As always, these are just some highlights of the regulatory issues that broadcasters will be looking at this month. Check with your own counsel or legal adviser to make sure that we have not omitted any dates that could be important to your operations this month.

The FCC yesterday released two public notices about the procedures to be used in the upcoming radio license renewal cycle. These actions were previewed by the FCC at the NAB Convention last week (see our article here). As we wrote here and here, the license renewal cycle begins with the filing of license renewal applications by stations in Maryland, the District of Columbia, Virginia and West Virginia that must be submitted by June 3 (as the June 1 deadline falls on a weekend, the deadline is extended to the next business day). Stations in these states should already be running their Pre-Filing Announcements on the 1st and 16thof the 2 months preceding the renewal filing (see our articles here and here).

The first of yesterday’s notices announces that the renewals will be filed in the FCC’s LMS database which was first used by radio broadcasters in connection with the filing of their last set of Biennial Ownership Reports. In addition to the license renewal form (now FCC Form 2100, Schedule 303-S), broadcasters will also have to submit a Broadcast Equal Employment Opportunity Program Report (LMS Form 2100, Schedule 396). The Public Notice says that the forms will be available by May 1. It also notes that, over time, other radio forms will migrate to the LMS database as the FCC leaves behind CDBS, the database that it has used for broadcasting for well over a decade.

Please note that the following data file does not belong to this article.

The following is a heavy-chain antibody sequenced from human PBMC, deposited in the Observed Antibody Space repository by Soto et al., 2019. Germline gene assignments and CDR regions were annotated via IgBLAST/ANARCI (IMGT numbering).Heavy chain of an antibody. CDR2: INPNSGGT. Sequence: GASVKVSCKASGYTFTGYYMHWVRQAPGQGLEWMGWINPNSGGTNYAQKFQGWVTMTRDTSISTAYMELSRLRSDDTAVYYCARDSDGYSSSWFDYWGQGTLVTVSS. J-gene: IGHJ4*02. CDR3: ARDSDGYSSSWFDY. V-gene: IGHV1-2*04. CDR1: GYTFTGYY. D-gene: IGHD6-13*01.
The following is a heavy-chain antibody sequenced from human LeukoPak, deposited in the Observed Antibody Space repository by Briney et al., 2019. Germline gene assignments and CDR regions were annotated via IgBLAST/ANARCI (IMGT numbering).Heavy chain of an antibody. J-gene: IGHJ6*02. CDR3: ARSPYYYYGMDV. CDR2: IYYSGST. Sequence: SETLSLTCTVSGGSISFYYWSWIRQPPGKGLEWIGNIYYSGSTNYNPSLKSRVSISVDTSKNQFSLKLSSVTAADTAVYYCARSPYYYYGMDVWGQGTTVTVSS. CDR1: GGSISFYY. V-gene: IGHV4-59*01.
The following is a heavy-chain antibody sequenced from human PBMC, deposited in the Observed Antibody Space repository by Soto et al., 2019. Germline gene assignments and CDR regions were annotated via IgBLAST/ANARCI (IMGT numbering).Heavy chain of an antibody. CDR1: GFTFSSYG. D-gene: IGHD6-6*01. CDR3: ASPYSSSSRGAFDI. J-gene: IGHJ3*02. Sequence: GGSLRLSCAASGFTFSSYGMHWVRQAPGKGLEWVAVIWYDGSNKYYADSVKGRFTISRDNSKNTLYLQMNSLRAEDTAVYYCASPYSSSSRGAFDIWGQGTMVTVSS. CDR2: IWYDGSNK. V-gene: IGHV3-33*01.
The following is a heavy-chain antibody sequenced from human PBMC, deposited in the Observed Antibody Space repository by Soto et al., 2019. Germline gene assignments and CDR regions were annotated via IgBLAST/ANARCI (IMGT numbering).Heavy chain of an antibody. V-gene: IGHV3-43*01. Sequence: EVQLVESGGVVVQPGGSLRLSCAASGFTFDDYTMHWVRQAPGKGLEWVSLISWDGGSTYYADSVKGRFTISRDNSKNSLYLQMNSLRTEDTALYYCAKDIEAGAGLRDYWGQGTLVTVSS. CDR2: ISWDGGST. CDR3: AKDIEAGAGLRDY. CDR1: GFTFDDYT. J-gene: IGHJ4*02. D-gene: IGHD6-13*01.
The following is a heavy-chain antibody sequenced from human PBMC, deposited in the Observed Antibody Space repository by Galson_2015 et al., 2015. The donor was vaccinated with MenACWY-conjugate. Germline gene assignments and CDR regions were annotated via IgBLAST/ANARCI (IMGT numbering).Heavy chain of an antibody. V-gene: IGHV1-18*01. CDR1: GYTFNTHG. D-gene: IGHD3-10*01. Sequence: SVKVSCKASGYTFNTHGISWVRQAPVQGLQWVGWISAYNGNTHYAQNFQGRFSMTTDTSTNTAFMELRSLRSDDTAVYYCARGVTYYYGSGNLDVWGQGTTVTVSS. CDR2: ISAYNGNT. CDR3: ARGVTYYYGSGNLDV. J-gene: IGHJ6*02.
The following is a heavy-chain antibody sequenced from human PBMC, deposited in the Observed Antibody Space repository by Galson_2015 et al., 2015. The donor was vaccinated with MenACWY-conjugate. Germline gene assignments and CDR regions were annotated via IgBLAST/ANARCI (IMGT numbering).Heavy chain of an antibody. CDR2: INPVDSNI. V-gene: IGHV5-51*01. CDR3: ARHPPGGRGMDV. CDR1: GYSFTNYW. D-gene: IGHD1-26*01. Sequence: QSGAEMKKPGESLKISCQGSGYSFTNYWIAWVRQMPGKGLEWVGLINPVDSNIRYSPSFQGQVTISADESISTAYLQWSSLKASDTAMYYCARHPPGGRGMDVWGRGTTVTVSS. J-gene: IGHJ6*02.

The second Public Notice provides some more details about the renewal process. It makes clear that all stations, whether or not they have 5 full-time employees, will need to file both Schedule 303-S and Schedule 396. In connection with the EEO filing, stations with fewer than 5 full-time employees are only certifying that they have that number of employees, and reporting on whether there have been any EEO proceedings filed against them. The FCC also reminds broadcasters of their pre-filing announcement obligations referenced above and of their general duty to keep their online public file complete and up to date, confirming that if the online file is not complete by renewal time, fines are possible (see our articles here and here). For stations in the first renewal group, applications can be submitted any time after May 1.

Radio station operators should carefully review these new forms and their revised instructions and familiarize themselves with the workings of LMS if they have not already used that system. The upcoming renewal period is rapidly approaching, and these public notices make clear that the FCC will be closely monitoring your compliance with its rules.